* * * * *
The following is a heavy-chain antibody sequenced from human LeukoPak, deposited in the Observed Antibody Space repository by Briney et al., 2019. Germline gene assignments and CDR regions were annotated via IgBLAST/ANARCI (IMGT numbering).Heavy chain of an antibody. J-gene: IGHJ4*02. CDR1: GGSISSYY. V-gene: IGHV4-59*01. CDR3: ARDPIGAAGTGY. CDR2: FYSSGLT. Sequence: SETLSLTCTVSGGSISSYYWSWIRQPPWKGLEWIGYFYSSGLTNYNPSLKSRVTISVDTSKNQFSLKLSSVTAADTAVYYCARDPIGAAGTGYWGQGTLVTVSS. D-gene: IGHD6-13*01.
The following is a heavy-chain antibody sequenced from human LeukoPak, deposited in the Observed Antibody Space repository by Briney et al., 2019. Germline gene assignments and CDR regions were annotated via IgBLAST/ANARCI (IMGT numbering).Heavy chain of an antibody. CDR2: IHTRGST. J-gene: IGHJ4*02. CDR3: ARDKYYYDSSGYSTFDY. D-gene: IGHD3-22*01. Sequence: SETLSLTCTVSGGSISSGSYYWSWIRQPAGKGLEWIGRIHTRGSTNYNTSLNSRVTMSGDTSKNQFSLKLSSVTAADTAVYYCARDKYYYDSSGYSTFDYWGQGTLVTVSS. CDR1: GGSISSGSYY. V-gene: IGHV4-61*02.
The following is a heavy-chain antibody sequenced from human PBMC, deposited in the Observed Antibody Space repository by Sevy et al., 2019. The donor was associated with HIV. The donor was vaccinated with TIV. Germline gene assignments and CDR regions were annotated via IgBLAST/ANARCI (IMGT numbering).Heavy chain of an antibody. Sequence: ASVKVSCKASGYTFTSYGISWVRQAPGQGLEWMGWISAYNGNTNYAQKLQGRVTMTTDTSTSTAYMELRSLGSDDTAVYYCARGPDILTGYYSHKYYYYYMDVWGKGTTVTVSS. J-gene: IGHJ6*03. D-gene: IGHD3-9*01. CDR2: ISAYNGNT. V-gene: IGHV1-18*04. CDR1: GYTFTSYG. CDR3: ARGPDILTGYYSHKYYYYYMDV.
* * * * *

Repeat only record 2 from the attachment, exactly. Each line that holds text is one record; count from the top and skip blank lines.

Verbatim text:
The following is a heavy-chain antibody sequenced from human LeukoPak, deposited in the Observed Antibody Space repository by Briney et al., 2019. Germline gene assignments and CDR regions were annotated via IgBLAST/ANARCI (IMGT numbering).Heavy chain of an antibody. CDR2: IHTRGST. J-gene: IGHJ4*02. CDR3: ARDKYYYDSSGYSTFDY. D-gene: IGHD3-22*01. Sequence: SETLSLTCTVSGGSISSGSYYWSWIRQPAGKGLEWIGRIHTRGSTNYNTSLNSRVTMSGDTSKNQFSLKLSSVTAADTAVYYCARDKYYYDSSGYSTFDYWGQGTLVTVSS. CDR1: GGSISSGSYY. V-gene: IGHV4-61*02.